Belize City isn’t the greatest of cities, so odds are, you’ll be looking to minimise the amount of time you spend here. That’s why I recommend Villa Boscardi, as it’s mid-way between the airport and Belize City, in a very safe area, just steps away from the beach, and close to some great restaurants. The property has a beautiful jacuzzi/swimming pool and includes a delicious breakfast, as well as a friendly owner who can call you a taxi, arrange sight-seeing tours, or offer tons of local travel recommendations. This is the perfect option for an overnight stay, either on your first or last night in Belize.
Placencia: Bayshore Bijou Suites ($80 per night for a double room with pool view)
When it comes to accommodation in Placencia, there’s a hell of a lot of pricey places around (think $250 a night), but Bayshore Bijou is one of the best options if you’re on a mid-range budget. And this property is superb! With a gorgeous swimming pool and a location that’s just two minutes from the beach, you’ll have no end of options for splashing around. The property itself is eco-friendly, super-clean and very quiet. You’ll be able to use kayaks, bicycles, and stand-up paddle boards for free during your stay, and the bountiful breakfast is delicious and well-worth the additional $10 a day. Don’t be surprised if you turn up and discover some treats waiting for you in your fridge :-)
Caye Caulker: Colinda Cabanas ($102 a night for large cabana that sleeps three)
This is the best-rated accommodation on the island and for good reason: you’ll be staying in the loveliest bungalows ever while you’re here, with a beach view, gorgeous balcony (with hammocks!), and in quiet and peaceful surroundings, which are hard to find on Caye Caulker! Rooms have air conditioning, free drinking water, consistently-hot water showers, lightning-fast Wi-Fi, and even Netflix on the TVs! Staying at Colinda’s also gives you access to complementary bicycles and kayaks — the former is essential for getting around the island and the latter is fun for exploring from the water! With free snorkelling gear thrown in, too, you’ll have plenty to keep you busy on the island. The owners are incredible and even offer to go shopping for you, to stock your fridge with food and snacks before you arrive. Seriously: go check out the reviews on Booking — this place is absolutely phenomenal!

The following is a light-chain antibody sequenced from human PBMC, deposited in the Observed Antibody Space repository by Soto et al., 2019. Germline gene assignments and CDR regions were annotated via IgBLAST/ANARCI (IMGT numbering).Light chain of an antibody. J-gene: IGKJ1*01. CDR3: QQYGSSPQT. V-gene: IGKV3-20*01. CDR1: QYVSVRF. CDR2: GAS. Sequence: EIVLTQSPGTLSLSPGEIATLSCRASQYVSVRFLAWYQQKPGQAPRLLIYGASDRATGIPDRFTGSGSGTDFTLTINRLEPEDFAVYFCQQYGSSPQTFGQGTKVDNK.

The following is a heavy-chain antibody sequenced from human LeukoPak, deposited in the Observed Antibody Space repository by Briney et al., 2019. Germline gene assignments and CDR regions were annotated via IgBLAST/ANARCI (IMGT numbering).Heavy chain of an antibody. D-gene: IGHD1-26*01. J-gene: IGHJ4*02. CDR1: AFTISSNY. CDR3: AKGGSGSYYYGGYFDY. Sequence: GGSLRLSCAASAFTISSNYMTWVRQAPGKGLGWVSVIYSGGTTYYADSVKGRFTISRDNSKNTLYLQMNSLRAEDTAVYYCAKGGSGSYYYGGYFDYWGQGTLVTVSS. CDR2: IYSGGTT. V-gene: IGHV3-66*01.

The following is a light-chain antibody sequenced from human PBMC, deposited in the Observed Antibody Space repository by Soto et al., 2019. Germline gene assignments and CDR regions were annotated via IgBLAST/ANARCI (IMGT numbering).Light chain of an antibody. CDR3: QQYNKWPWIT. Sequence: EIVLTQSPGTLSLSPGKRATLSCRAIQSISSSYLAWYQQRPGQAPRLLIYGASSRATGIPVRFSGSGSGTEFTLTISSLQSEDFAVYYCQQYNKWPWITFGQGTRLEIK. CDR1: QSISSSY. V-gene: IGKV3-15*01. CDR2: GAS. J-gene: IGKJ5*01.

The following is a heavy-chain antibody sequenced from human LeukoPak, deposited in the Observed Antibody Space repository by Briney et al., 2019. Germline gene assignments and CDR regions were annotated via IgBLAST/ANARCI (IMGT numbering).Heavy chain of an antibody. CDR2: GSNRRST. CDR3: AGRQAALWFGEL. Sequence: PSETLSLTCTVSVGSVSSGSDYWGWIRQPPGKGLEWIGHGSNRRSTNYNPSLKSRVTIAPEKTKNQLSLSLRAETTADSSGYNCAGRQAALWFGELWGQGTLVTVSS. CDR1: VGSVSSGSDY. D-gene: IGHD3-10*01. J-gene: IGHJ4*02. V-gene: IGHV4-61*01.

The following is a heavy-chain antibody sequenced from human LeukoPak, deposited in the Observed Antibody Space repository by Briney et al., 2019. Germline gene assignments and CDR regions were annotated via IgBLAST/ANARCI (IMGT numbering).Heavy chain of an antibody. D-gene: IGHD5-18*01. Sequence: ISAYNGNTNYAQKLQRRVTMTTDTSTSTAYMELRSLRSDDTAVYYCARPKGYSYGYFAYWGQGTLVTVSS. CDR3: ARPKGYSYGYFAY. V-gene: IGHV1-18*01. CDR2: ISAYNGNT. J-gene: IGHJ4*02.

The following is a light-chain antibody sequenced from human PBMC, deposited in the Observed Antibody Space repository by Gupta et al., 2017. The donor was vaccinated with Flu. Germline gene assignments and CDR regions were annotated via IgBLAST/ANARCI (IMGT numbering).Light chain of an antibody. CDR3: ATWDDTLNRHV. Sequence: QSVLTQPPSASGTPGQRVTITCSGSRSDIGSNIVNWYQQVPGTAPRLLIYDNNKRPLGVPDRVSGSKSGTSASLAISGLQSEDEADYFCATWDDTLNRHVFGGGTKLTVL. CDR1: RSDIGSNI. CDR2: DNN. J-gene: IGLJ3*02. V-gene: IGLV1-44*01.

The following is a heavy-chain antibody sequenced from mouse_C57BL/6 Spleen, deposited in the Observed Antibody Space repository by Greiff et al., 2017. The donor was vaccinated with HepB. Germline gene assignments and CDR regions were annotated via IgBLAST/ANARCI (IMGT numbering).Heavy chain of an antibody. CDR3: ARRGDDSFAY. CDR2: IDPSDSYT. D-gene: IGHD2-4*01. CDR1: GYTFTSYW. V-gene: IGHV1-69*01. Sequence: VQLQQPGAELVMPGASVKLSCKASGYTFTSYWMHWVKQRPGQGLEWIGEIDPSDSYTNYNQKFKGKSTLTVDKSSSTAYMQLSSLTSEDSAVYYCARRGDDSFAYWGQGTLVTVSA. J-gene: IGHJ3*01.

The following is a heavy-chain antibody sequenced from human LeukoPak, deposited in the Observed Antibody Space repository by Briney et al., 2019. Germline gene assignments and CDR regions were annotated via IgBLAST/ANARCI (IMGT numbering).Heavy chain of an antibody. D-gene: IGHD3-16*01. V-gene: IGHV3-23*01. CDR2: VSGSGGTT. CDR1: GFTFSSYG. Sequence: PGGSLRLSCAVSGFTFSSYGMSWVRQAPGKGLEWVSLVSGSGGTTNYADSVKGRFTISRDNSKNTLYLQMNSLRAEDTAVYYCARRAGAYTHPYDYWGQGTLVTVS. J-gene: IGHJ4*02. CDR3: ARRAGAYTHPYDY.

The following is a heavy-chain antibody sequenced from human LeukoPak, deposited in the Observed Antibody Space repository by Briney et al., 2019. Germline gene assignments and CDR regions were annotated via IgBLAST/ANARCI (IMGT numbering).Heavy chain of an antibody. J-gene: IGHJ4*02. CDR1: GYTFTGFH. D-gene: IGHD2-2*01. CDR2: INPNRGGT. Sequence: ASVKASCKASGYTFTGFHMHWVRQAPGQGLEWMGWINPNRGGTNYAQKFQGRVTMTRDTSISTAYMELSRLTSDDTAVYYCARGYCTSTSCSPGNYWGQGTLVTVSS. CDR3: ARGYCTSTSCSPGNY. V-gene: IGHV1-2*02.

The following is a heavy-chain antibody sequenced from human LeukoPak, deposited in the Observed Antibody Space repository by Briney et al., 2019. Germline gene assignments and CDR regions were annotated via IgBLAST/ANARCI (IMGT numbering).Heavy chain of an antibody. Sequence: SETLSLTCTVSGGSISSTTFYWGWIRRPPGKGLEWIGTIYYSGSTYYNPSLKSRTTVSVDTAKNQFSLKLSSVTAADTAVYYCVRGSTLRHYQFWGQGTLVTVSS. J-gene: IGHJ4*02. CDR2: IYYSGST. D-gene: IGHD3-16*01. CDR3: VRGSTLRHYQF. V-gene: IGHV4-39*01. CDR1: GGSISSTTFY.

The Cost of Transportation in Belize
Public transportation was inexpensive in Belize, and I recommend taking the local buses over hiring a scooter or car, both for safety reasons and to save money. I saw somebody get killed on a scooter during my first day in the country.
Distances are short, as the country is so small, but bear in mind that that doesn’t necessarily mean your travel days won’t be long and sweaty. A particularly memorable (read: awful) travel day saw us taking a full nine hours to get from San Ignacio to Placencia, a distance of 120 miles. It was a public holiday on that day and it turned out most of the country was trying to travel on that route, too! Thankfully, days like that were a rarity.
Here’s what I spent on transportation in the country:
Bus from Cancun to Belize City: $41.70
Bus from Belize City to San Ignacio: $4.50
Return bus trip from San Ignacio to Xunantunich: $1.50
Taxi from San Ignacio to the Guatemalan border: $3.22
Taxi from the Guatemala border to San Ignacio: $3.22